In an instant we have gone from being part of a community to a stranger passing through. What if I ran off the road? Didn’t return to my hotel room? Would anybody notice? If people aren’t sure they remember us, were we ever really there?
Discovering new countries in our housesitting year
We enjoy two sunny late Summer weeks housesitting on the banks of the Dordogne River. While Eddie makes friends with our new client, Frisbee, I take the opportunity to visit local market towns. We aren’t here for long but I can still belong – even if my role in this community isn’t a speaking one.
At the market in Le Bugue, I buy a sample cup of coffee from one stall and a still-warm from the oven pain au raisin from another. Resting on the steps I enjoy my treats and watch smartly dressed ladies fill wicker baskets with cheeses, bread, fruit and vegetables – all locally produced. I do likewise, enjoying a proper kitchen where I cook instead of sitting alone in restaurants before returning to whichever hotel is home tonight. And inevitably the rotisserie stall proves too hard to resist. So I return to the house with a freshly roasted chicken – much to Eddie and Frisbee’s delight.
Another assignment comes to an end and it is time for another hop, skip and jump of hotels all the way down to Granada in Spain where we are due to spend three months caring for a donkey.
As with the trip from Italy to France, I see so many signs for fascinating sounding places and attractions. You can’t always plan excursions in a housesitting schedule. We catch glimpses of castles on hills or stunning vistas but there isn’t the time to stop. I make a mental note to look them up when we stop, and to visit them when I pass this way again – and hope my memory doesn’t fail me in the meantime.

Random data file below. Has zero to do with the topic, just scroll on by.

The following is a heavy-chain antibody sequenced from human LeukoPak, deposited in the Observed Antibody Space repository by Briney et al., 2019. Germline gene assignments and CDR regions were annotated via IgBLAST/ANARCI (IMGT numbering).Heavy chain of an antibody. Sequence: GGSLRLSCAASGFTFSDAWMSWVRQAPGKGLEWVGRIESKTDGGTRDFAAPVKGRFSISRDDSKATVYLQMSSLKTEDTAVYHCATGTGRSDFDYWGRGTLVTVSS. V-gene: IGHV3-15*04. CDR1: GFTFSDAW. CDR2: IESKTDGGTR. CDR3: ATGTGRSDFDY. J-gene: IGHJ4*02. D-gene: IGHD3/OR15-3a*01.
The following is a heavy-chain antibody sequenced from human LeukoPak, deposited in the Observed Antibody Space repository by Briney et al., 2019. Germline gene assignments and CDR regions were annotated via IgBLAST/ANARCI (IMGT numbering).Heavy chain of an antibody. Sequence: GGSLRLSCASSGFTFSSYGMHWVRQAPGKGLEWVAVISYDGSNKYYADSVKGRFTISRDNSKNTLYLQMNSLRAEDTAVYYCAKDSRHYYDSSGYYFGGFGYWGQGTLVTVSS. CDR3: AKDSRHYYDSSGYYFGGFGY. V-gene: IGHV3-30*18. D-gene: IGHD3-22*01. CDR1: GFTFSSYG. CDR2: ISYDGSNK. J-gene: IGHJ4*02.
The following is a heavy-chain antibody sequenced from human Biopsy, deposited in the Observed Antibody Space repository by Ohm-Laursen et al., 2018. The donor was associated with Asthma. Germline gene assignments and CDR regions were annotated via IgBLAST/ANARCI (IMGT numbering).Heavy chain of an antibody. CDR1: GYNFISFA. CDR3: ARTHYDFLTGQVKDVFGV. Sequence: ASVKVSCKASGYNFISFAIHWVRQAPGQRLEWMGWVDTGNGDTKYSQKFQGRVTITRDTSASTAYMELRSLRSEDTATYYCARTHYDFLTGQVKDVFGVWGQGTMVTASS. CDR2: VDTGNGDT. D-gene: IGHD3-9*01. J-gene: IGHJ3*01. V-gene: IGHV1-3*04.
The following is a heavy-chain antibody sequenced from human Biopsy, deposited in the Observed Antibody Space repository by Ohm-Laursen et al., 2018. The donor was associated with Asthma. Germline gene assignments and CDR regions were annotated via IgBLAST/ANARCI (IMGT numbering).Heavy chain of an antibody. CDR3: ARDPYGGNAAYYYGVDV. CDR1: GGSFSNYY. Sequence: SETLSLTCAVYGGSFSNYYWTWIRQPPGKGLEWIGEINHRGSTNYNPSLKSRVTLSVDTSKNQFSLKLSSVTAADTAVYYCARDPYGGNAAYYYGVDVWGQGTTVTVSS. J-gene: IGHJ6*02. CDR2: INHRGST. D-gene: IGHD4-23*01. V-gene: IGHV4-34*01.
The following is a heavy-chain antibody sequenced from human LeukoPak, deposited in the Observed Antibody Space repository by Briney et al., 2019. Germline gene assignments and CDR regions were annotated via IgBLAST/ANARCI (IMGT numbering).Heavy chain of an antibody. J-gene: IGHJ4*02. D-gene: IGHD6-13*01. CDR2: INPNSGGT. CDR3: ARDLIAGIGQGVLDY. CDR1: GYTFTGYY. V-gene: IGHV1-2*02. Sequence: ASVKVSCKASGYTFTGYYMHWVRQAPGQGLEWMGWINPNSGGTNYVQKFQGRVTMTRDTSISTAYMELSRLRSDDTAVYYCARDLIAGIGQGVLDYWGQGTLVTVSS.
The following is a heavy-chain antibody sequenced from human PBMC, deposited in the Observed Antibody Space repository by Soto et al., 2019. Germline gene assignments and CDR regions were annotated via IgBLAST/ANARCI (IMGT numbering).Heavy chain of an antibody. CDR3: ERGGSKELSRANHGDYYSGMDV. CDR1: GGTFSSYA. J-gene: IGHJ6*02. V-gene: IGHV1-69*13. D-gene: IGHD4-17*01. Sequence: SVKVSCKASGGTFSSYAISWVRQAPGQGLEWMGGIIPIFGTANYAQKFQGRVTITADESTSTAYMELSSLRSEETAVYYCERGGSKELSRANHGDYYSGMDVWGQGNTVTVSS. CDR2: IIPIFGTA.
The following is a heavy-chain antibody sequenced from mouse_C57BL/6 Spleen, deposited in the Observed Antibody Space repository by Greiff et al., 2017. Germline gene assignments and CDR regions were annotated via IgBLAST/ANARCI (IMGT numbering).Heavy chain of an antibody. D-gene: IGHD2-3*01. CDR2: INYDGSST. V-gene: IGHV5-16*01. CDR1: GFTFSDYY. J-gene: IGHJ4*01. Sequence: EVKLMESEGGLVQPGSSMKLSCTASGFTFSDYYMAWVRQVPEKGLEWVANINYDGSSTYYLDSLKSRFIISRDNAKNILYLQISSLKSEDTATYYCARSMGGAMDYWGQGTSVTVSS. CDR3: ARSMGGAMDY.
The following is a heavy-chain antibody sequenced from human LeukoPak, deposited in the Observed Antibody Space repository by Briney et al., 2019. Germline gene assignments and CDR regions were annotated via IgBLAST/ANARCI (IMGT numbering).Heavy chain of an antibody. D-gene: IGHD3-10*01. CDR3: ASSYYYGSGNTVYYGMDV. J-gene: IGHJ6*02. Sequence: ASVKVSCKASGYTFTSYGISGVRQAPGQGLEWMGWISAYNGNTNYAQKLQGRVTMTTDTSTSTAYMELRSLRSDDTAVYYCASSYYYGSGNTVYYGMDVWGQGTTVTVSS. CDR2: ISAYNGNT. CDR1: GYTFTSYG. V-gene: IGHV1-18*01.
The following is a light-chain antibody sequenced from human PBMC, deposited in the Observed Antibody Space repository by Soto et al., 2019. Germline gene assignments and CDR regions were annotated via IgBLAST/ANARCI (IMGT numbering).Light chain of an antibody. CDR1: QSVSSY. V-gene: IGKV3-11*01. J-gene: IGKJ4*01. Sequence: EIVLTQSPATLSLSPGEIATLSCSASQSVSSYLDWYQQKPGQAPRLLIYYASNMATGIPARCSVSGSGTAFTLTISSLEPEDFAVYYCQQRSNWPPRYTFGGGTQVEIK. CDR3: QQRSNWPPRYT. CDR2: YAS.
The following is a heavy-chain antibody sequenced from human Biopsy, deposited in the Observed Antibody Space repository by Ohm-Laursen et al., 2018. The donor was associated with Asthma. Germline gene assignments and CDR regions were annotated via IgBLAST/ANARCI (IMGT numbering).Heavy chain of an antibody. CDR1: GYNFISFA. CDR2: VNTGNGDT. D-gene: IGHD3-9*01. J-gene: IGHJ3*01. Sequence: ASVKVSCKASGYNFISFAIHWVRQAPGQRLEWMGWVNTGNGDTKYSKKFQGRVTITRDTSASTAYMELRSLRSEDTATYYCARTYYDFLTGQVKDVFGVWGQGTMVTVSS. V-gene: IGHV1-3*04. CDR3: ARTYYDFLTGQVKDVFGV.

An unexpected turn of events
Alas the three months in Spain doesn’t go quite to plan. A rat infestation brings the assignment to a premature end and I am suddenly faced with almost two months until I am due to return to Le Marche. At first it feels like a disaster. But soon Fate steps in. Back in the Dordogne a lovely English lady is let down at short notice and is facing the prospect of having to cancel her long awaited cruise.
I bundle Eddie into the car once more. And so we travel back North by a different route, so even though we have the time to spare we are not on the right road to visit all those places I spied driving down. Perhaps another trip, another year.
A warm welcome
Doreen’s lovely home and warm welcome are just what Eddie and I need after almost two weeks in hotels en route. I spend my days here collecting chestnuts and walnuts. Raking up Autumn leaves and walking the grounds with Eddie and Doreen’s delightful little dog Sasha is wonderful. I add using a sit-on lawnmower to my growing list of talents.
Another month goes by, Doreen returns from her cruise and we face another tearful goodbye. Eddie leaps into the front seat to be sure she isn’t left behind. I sense her disappointment that another wonderful place and new friend are being left behind. But I comfort us both with a promise. The promise is that not only will we return – as housesitters or friends – but that the next leg of our journey will bring us closer, as they used to say in Cheers, to a place where everybody knows our names.
Nothing compares with a housesitting welcome
Two days later we are back in Le Marche. No matter how comfy the bed, hotels with their other guests making noises at all hours of the night just aren’t conducive to a good night’s sleep. The friendliest hotels cannot compete with wagging tails, homeowner hugs, a home-cooked meal and an evening in front of the log fire with new old friends.
As Frank Sinatra used to sing “It’s so nice to go travelling, but it’s so much nicer to come home” – even if that home belongs to someone else.